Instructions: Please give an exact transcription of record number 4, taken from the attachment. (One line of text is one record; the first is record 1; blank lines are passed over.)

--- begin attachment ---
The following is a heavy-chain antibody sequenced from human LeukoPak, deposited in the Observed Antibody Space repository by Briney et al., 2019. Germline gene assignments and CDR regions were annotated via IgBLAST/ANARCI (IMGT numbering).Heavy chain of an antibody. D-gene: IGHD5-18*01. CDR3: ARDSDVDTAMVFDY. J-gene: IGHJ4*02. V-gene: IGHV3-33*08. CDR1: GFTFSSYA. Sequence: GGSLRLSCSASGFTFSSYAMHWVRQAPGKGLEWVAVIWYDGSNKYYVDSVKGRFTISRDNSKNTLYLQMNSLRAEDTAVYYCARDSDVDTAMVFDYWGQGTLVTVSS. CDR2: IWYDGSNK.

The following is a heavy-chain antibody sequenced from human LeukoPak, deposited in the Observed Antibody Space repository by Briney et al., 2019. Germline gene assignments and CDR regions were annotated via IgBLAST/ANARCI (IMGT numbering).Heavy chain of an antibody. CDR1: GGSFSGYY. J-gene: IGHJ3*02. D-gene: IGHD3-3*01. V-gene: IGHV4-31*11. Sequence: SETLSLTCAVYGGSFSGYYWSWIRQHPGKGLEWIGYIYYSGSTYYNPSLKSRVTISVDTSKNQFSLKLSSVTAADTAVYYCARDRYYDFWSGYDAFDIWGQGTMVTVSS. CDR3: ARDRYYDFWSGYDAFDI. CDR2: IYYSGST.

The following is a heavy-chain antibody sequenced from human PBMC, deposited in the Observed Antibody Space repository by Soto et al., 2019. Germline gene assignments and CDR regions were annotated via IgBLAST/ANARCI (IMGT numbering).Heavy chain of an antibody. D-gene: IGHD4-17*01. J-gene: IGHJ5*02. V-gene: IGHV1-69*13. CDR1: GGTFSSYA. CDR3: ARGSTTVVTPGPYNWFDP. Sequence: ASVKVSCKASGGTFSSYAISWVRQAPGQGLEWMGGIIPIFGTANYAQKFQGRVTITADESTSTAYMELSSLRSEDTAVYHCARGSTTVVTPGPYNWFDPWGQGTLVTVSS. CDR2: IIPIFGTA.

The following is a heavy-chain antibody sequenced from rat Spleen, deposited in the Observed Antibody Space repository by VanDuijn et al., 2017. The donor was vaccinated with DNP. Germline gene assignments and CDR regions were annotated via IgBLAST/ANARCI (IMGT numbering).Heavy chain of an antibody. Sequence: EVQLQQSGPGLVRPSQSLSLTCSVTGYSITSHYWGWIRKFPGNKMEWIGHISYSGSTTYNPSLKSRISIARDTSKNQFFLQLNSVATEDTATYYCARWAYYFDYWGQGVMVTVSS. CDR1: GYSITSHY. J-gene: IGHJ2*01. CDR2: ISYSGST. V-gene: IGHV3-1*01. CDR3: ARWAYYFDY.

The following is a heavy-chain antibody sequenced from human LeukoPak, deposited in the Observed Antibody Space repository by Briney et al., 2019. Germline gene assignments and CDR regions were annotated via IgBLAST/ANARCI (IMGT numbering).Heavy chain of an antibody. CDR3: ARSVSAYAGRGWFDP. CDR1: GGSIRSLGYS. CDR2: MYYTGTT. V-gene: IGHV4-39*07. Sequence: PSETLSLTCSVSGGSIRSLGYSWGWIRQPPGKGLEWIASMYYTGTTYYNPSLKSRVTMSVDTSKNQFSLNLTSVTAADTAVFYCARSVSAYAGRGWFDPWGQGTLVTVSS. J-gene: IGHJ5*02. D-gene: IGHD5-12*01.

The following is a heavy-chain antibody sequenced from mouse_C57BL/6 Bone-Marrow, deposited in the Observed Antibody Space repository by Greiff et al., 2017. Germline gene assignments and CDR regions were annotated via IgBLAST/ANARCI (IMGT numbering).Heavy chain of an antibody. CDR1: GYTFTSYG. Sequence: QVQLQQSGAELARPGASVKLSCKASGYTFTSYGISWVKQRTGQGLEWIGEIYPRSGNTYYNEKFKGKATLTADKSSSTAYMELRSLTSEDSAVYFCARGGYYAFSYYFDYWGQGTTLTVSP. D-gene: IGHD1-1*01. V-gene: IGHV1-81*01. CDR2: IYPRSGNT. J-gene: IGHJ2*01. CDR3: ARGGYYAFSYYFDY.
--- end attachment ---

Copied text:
The following is a heavy-chain antibody sequenced from rat Spleen, deposited in the Observed Antibody Space repository by VanDuijn et al., 2017. The donor was vaccinated with DNP. Germline gene assignments and CDR regions were annotated via IgBLAST/ANARCI (IMGT numbering).Heavy chain of an antibody. Sequence: EVQLQQSGPGLVRPSQSLSLTCSVTGYSITSHYWGWIRKFPGNKMEWIGHISYSGSTTYNPSLKSRISIARDTSKNQFFLQLNSVATEDTATYYCARWAYYFDYWGQGVMVTVSS. CDR1: GYSITSHY. J-gene: IGHJ2*01. CDR2: ISYSGST. V-gene: IGHV3-1*01. CDR3: ARWAYYFDY.